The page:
Absolutely! It will! Foster care will teach them things about sin, the world, the brokenness of humanity in such a way that they will learn compassion, kindness and hospitality. They will open their hearts to a child, they will learn flexibility and their hearts will be broken in a way that brings them to their knees. They will see that time heals, that God is in control, and even if a child has left our home we can pray for them forever.
These are life long lessons that will, Lord willing, travel with them into adulthood.
“I don’t have enough space.”
Did you know you don’t need separate rooms for foster kids? The rules might be more flexible than you think. (We live in Washington State and licensing rules might be different where you are).
Depending on ages there are some restrictions for who can share with who, but don’t let the space issue hold you back! Last weekend, we had 3 girls in one room. Kids don’t need a big house, or a lot of space – they need love, safety, comfort and someone who will provide that their needs are met. What a gift to be able to provide that to a child in need, in the same way our Heavenly Father provides those things for us, his people!
“I couldn’t take a _____ year old into my house.”
You have a say as to what age the children will be who you are comfortable with welcoming into your home! If you think you could only handle a child under the age of 2, you can say that! If you only would like to take in teens, you can do that! As time goes on, what you’re comfortable with will change, and you can change your preferences. There are SO many children in need!
“Right now is not the right time.”
I agree, there are times in life that could be a bad time for your family to take on foster care. (Examples such as financial trouble/hardship, family or marriage hardship, illness). That said, I implore you to dig really deep to discover your motives in waiting for the “right time.” Did Jesus wait for “the right time” to heal those that needed healing? No! We can always look for reasons or excuses to put off doing the right thing. It’s our human nature.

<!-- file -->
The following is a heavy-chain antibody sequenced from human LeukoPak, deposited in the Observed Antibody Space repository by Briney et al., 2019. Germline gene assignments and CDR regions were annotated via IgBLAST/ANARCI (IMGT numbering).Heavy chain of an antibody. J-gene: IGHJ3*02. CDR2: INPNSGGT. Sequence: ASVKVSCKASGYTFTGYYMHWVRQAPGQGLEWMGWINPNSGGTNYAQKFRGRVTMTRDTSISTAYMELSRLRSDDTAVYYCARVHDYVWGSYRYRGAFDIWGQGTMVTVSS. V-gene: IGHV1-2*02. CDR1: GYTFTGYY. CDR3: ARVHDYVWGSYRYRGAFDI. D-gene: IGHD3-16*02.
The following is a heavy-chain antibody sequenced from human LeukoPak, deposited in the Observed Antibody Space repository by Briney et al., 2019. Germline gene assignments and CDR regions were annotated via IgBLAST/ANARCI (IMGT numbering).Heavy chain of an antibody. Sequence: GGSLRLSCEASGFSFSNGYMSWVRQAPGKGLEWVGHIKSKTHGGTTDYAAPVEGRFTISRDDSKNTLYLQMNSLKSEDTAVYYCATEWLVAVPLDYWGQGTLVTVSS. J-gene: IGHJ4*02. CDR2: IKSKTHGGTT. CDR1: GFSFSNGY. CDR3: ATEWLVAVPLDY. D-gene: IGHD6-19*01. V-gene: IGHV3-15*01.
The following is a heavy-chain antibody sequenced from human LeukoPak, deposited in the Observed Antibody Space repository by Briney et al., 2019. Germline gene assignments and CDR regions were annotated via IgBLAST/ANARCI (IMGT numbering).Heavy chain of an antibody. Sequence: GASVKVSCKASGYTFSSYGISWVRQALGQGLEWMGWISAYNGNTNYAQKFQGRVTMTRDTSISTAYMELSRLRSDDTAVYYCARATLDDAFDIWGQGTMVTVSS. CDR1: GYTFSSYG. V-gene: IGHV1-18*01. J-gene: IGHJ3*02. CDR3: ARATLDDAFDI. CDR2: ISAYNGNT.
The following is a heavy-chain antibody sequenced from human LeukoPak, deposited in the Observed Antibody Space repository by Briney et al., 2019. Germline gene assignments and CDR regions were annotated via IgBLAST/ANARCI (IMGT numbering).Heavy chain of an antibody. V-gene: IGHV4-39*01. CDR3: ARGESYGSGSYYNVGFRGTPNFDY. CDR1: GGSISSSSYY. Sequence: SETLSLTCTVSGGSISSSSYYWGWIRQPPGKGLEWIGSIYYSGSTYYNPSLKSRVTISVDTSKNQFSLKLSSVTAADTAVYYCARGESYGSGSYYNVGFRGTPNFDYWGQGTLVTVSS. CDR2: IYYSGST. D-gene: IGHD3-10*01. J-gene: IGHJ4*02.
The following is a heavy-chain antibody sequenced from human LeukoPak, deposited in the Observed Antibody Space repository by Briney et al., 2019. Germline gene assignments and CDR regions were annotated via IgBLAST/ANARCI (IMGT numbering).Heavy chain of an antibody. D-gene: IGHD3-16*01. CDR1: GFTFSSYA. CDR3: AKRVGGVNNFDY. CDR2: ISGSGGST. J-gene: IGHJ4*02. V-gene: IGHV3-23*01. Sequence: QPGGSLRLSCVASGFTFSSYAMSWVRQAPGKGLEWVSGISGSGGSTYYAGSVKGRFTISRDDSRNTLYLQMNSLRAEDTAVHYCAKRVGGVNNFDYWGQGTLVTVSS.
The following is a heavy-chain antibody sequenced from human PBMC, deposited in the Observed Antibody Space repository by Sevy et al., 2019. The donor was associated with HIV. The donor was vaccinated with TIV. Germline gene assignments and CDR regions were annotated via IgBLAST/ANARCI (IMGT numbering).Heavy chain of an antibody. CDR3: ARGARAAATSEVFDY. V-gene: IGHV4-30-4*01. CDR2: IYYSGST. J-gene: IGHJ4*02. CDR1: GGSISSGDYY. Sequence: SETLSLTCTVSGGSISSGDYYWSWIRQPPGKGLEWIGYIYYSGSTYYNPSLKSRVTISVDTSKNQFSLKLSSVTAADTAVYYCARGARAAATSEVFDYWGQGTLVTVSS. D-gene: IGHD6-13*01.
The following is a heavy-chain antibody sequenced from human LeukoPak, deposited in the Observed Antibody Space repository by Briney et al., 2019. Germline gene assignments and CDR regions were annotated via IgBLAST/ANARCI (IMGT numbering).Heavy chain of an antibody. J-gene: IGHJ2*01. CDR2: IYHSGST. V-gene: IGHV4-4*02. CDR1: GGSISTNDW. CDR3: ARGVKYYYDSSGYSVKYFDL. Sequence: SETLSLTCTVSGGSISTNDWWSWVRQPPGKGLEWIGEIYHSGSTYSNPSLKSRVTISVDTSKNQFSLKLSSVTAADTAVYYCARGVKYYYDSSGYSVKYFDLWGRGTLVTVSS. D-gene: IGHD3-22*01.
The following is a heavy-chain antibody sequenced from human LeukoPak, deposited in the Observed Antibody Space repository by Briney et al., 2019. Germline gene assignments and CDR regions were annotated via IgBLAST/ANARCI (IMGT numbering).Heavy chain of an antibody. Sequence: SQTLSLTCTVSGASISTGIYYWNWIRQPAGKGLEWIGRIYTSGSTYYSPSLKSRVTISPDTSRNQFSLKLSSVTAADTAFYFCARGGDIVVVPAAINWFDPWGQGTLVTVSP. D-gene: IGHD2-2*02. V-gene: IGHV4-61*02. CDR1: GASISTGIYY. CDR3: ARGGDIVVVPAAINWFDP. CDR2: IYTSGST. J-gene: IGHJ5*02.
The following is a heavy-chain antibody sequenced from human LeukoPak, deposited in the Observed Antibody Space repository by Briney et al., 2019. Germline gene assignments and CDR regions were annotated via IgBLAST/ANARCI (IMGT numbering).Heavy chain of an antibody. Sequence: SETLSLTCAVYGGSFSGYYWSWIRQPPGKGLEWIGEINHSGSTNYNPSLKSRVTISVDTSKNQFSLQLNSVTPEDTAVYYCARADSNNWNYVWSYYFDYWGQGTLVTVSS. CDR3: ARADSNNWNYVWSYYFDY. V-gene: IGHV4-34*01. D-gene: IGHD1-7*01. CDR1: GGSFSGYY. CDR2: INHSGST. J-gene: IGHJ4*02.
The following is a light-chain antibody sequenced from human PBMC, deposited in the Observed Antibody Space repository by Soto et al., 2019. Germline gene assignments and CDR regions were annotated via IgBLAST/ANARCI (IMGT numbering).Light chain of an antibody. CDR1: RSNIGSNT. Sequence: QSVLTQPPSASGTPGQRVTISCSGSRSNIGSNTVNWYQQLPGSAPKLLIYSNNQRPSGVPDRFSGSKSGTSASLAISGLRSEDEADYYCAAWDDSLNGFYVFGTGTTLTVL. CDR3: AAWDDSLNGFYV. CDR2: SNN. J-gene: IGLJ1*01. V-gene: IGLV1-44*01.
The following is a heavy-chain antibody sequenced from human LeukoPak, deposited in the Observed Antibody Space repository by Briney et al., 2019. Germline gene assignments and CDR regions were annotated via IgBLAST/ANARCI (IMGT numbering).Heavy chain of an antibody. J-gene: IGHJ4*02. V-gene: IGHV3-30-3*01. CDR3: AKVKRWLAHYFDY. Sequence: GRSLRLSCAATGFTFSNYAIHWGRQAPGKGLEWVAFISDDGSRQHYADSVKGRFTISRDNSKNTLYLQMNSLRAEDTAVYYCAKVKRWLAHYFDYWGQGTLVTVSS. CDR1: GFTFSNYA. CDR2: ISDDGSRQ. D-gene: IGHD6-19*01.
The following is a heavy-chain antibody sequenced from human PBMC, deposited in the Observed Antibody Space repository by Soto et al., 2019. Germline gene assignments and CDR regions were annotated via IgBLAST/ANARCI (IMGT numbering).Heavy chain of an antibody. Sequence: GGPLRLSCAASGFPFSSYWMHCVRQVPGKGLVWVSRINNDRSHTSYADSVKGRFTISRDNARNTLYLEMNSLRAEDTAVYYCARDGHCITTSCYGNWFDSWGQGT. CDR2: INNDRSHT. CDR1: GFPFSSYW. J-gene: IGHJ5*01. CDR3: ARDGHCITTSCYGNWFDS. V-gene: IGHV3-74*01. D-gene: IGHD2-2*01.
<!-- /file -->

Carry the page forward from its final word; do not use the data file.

I was there, I get it. Approaching this question of “the right time” with prayer and humility is the only way. We are not meant to feel “comfortable” on this earth! We have a heavenly goal and must press on towards it in faith! (Phil. 3:14)
In Washington State where I live there are approximately 10,000 children in foster care and the need is great everywhere else too. Even if it’s just one child’s life you touch, what a gift you’re giving to them!! I ask you to please pray and consider. Read the book Reframing Foster Care by Jason Johnson. It’s a short, easy, read and well worth it. And if you aren’t led to go into foster care, please consider how you can be a support to those that are.
I’ll end with a convicting quote from Jason Johnson. To God be the glory, and it is my prayer that you readers will soon be starting your own foster care journey, with Him as your guide!
“You may not see it now – you may not ever see it fully in this lifetime – but what you’re doing is of eternal significance. Fix your eyes there – on eternity – but be faithful here, today… and tomorrow, and then next week, trusting God with the outcome as you experience the beauty and pain and struggle and wonder of walking with Him along the journey. Daily, faithfully keep walking, keep making deposits into their lives, and keep trusting that what’s completely out of your control is absolutely in His. His sovereignty is our sanity … and our faithfulness is enough.”